• Easy to grip bottle with ergonomic shape – dishwasher safe and BPA-free
    • Buy If: You want a large volume water bottle for long, non-stop riding.
  2. CamelBak M.U.L.E. Hydration Pack
    • Like a regular backpack but better! Trade-in textbooks for 100 oz of the beverage of your choosing!
    • Features such as an overflow storage compartment, reflective accents and external hooks for helmet storage
    • Buy If: You want a large volume water pack to last throughout long days on the trail
How Hydrated are You?


Short Answer: NO
Long Answer: ABSOLUTELY NOT but if you do there are ways to be safe and situationally aware


We jest, we jest. All cyclists are entitled to make their own decisions when it comes to personal safety and music preference, however that doesn’t mean we won’t try to change minds with compelling evidence. Much of the debate hinges on safety. On the one hand, riding with headphones presents an obvious safety risk. The chief concern being that it compromises a cyclist’s awareness of cars and other warnings, like shouting pedestrians, barking dogs, and opening car doors. The second being hearing loss. Permanent damage can begin at 85 decibels, which is only 70 percent of the maximum volume of the typical MP3 player. Busy streets already reach that level on their own, so it’s reasonable to assume that a cyclist’s headphones would have to be far louder to overcome the sound of traffic. The concern is that wearing headphones increases the likelihood or severity of an accident. Keep your eyes and ears open while on the road. Similar to texting while driving, cycling is best practiced distraction-free. However, if you truly have the music in your bones and enjoy spinning to a tune:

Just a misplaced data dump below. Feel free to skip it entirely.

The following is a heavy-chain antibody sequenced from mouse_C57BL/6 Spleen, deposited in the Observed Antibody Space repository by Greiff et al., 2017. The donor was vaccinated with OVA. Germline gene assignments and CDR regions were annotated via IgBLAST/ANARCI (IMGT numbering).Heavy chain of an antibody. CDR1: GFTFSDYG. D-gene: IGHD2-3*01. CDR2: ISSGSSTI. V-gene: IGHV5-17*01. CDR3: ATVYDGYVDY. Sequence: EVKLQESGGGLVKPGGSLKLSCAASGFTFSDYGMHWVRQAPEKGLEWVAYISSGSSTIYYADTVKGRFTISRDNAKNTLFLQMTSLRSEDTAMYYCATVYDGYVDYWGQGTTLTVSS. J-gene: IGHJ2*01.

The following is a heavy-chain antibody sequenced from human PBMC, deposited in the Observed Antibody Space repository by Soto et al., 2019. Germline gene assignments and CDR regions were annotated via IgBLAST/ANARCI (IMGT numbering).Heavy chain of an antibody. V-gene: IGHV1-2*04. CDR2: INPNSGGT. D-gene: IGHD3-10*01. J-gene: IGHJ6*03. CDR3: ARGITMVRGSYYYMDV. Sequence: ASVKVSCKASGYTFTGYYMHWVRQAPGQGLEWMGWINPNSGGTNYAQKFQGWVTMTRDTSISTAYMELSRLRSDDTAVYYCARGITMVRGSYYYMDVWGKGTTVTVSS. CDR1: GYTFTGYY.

Head Up

Look out in front far enough ahead so you can react to any obstacles in the road, or on the shoulder in front of you.  Things like storm drain grates are very bad for skinny road bike tires. Not to mention, Humans were not designed to ride bikes. Cycling completely changes the weight distribution through your muscles and spine by bending the back and neck into an unnatural position. While tackling the arduous 3,000 mile Race Across America, cyclist Michael Shermer’s neck muscles became so fatigued they simply failed and he was no longer able to hold his head up at all. His team had to construct a makeshift brace from bungee cords to restrain his head in a position that enabled him to see where he was going and to carry on to the finish line. To avoid a stiff neck while also enjoying the surrounding vistas try..